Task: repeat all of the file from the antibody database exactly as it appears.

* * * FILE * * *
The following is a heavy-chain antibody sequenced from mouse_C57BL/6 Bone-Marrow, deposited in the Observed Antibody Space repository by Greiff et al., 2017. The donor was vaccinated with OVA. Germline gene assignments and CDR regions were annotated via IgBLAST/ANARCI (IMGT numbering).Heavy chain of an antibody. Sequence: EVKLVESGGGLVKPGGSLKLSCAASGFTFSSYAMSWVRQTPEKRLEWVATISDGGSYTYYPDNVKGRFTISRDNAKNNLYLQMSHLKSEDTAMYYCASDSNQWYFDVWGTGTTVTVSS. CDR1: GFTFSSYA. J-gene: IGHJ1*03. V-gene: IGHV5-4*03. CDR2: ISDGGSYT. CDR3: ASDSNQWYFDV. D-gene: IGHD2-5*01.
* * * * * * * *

The following is a heavy-chain antibody sequenced from mouse_C57BL/6 Bone-Marrow, deposited in the Observed Antibody Space repository by Greiff et al., 2017. The donor was vaccinated with OVA. Germline gene assignments and CDR regions were annotated via IgBLAST/ANARCI (IMGT numbering).Heavy chain of an antibody. Sequence: EVKLVESGGGLVKPGGSLKLSCAASGFTFSSYAMSWVRQTPEKRLEWVATISDGGSYTYYPDNVKGRFTISRDNAKNNLYLQMSHLKSEDTAMYYCASDSNQWYFDVWGTGTTVTVSS. CDR1: GFTFSSYA. J-gene: IGHJ1*03. V-gene: IGHV5-4*03. CDR2: ISDGGSYT. CDR3: ASDSNQWYFDV. D-gene: IGHD2-5*01.